Why do VCs invest in what they invest and founders build what they build?
Whilst it may seem irrelevant to analyse how a certain tech theme came to be, looking at the historical trends of technology entrepreneurship might provide a glimpse into whats to come.
Early-stage venture capital as a financial instrument historically has worked to finance enterprises with high upfront costs (headcount + R&D), expansive margins and outsized potential payback realised through a liquidation event.
The key underlying unit is return on investment; in other words which investment opportunities are going to return the most on a per dollar basis. Thus, VCs must ask themselves which companies within which industries or themes at this moment in time has the highest future upside potential? Value creation can be two-fold: either creating a new market (new market disruption) or disrupting an existing one (low-end disruption).
Through in the recent (last 25 years) evolution of technology venture capital, we’ve seen entrepreneurs and financiers tackle “low hanging fruit” problems. Initially these weren riffs existing consumer business models which could be improved by reducing friction in the value chain using technology. We saw an explosion of these execution based business models starting in the mid 90s, such as Amazon and Craigslist. The late 90s saw some web based business model innovation such as Ebay (marketplace) and Paypal and Napster (P2P transactions). Subsequently the late 2000s saw an increase in new market creation, as the web + mobile began to create online-native businesses which leveraged a deeper tech stack such as the mobile web, GPS and the camera sensor.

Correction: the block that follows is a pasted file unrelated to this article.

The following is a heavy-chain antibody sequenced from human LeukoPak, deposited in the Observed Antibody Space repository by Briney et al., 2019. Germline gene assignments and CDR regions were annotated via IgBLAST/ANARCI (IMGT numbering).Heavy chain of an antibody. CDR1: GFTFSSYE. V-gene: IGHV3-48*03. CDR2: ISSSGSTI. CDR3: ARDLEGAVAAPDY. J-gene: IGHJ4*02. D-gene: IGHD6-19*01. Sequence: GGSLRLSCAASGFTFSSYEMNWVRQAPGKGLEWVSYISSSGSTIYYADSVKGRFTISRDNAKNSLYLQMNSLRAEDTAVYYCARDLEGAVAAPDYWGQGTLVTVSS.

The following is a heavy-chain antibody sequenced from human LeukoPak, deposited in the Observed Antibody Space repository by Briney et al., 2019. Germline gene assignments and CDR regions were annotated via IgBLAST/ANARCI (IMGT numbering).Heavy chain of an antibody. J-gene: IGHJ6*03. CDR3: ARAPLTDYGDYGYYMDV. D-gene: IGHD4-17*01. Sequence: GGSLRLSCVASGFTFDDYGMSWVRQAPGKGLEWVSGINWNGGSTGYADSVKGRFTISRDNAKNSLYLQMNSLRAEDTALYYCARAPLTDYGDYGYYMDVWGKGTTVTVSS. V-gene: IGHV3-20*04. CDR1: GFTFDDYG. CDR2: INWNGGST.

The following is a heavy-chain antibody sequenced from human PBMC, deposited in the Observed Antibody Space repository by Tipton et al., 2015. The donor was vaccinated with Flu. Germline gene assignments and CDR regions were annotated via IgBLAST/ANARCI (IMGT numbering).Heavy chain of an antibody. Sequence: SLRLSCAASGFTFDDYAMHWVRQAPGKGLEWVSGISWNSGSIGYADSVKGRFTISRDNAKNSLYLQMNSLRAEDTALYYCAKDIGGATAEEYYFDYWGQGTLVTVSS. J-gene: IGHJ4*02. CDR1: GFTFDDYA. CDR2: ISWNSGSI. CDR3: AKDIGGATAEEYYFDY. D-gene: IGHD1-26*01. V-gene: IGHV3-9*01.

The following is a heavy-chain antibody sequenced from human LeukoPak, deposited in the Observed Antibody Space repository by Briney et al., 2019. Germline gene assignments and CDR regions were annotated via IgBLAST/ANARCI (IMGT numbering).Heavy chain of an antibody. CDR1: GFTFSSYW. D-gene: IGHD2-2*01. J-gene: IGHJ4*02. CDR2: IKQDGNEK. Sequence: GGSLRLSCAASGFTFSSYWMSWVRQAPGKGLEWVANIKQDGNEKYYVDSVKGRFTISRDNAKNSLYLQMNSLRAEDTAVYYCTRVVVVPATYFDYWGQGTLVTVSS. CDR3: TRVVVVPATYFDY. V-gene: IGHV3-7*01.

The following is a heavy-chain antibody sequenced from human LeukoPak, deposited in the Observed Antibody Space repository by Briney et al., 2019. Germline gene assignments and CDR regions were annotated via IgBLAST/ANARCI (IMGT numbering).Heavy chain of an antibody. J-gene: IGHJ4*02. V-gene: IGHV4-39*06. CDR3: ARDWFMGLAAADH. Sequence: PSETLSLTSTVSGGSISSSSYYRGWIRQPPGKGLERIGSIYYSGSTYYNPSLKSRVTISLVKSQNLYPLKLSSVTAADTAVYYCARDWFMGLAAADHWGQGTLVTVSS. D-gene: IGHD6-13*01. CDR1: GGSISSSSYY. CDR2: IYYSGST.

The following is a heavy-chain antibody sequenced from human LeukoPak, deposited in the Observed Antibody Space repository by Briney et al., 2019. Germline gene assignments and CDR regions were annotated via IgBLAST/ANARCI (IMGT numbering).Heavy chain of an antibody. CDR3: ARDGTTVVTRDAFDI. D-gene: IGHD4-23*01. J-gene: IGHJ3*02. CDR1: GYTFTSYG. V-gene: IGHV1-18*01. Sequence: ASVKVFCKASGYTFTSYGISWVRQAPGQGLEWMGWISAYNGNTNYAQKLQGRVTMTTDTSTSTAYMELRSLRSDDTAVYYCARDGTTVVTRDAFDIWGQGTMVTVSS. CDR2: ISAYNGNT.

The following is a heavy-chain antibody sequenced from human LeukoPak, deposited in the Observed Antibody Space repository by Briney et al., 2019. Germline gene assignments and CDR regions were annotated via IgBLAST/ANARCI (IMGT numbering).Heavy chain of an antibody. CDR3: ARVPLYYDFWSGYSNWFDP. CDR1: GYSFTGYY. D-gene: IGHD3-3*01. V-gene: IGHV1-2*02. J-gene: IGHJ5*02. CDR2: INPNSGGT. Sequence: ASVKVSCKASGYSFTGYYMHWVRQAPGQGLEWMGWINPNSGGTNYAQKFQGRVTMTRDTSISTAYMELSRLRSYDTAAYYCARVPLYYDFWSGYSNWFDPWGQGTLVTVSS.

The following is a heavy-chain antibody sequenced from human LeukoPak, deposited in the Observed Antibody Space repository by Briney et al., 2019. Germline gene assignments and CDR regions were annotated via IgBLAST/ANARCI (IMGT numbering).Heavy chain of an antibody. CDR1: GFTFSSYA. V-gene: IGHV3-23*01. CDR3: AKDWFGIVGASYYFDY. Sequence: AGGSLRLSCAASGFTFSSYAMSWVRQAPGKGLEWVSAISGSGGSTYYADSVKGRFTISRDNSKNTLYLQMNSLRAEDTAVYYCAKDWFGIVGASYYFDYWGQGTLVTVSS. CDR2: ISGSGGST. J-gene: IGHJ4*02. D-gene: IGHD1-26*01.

1990s: internet infrastructure + e-commerce + consumer marketplaces
2000s: social + mobile
2010s: mobility + real estate + fintech + fintech
2020s: ? healthcare + education + energy + construction ?
Many of the aforementioned “low hanging fruit” problems, especially in a saturated consumer market, have been tackled, from ecommerce (Amazon) to search (Google) to marketplaces (Alibaba) to social (Facebook) to content (Youtube/Netflix/Spotify).
Today, we find that a marked increase in venture dollars, as well as the saturation of many of these consumer models, has turned the attention of founders and VCs alike to asset-heavy, capital-intensive industries such as mobility and real estate. We’ve also started to see heavily regulated/protected industries such as healthcare, education and energy emerge into the line of sight.
Will this trend extrapolate out indefinitely? Unlikely. If the disruptive technology has taught us anything, it’s that disruptors will at some point be disrupted. This point is well illustrated by the current average age of an S&P company which is 18 years v 60 years in the 1950s - whilst many of the large-scale pre-2000 companies enjoy incumbency, we can expect their business models to come under attack as new emerging technology paradigms emerge.
With a continued rise in information technology companies who require funding for intangible assets (IP v fixed assets), I believe we’ll see a continuing increase in venture dollars (VC as an asset class is still relatively small compared to its societal impact: in 2018 VC was $130bn v Hedge Funds $3trn+ v Private Equity $3trn+). This may mean we see founders and VCs alike tackle bigger, heavier and more expensive problems!